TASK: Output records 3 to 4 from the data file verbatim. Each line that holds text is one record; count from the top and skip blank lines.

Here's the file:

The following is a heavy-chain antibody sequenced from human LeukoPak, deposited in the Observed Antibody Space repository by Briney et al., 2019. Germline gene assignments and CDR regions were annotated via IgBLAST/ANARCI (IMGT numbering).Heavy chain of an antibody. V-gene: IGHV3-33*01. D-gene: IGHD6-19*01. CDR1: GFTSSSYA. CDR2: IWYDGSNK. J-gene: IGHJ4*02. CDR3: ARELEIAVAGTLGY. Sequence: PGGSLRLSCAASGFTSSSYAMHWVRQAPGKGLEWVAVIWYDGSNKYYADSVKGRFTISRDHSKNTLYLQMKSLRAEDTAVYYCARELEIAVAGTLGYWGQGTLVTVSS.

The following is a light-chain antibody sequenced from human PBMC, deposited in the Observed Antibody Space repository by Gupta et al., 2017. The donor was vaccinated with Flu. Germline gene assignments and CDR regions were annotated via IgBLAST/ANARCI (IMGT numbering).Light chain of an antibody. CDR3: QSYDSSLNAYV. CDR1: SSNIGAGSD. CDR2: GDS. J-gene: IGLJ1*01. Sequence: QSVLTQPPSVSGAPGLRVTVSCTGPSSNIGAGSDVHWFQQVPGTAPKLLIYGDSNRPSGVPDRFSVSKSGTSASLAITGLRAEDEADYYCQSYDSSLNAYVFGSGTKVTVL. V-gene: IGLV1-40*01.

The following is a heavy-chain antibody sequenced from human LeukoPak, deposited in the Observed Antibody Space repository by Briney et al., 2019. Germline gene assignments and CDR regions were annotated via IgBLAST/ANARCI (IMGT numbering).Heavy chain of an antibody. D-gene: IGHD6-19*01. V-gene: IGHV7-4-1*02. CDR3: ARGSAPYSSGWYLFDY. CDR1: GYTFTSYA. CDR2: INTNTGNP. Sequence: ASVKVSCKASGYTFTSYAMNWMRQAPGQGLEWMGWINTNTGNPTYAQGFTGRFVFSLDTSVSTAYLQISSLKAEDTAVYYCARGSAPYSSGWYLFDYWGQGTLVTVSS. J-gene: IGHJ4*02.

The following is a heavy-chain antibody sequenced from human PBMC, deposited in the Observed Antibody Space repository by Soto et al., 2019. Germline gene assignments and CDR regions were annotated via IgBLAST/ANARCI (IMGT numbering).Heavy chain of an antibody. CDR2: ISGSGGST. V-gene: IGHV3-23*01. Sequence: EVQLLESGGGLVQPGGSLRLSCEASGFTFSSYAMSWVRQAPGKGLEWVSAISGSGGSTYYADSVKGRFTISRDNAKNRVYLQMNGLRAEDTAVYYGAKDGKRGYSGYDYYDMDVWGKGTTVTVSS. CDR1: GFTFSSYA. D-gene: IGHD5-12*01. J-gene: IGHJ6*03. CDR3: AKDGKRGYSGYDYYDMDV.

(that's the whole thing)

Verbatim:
The following is a heavy-chain antibody sequenced from human LeukoPak, deposited in the Observed Antibody Space repository by Briney et al., 2019. Germline gene assignments and CDR regions were annotated via IgBLAST/ANARCI (IMGT numbering).Heavy chain of an antibody. D-gene: IGHD6-19*01. V-gene: IGHV7-4-1*02. CDR3: ARGSAPYSSGWYLFDY. CDR1: GYTFTSYA. CDR2: INTNTGNP. Sequence: ASVKVSCKASGYTFTSYAMNWMRQAPGQGLEWMGWINTNTGNPTYAQGFTGRFVFSLDTSVSTAYLQISSLKAEDTAVYYCARGSAPYSSGWYLFDYWGQGTLVTVSS. J-gene: IGHJ4*02.

The following is a heavy-chain antibody sequenced from human PBMC, deposited in the Observed Antibody Space repository by Soto et al., 2019. Germline gene assignments and CDR regions were annotated via IgBLAST/ANARCI (IMGT numbering).Heavy chain of an antibody. CDR2: ISGSGGST. V-gene: IGHV3-23*01. Sequence: EVQLLESGGGLVQPGGSLRLSCEASGFTFSSYAMSWVRQAPGKGLEWVSAISGSGGSTYYADSVKGRFTISRDNAKNRVYLQMNGLRAEDTAVYYGAKDGKRGYSGYDYYDMDVWGKGTTVTVSS. CDR1: GFTFSSYA. D-gene: IGHD5-12*01. J-gene: IGHJ6*03. CDR3: AKDGKRGYSGYDYYDMDV.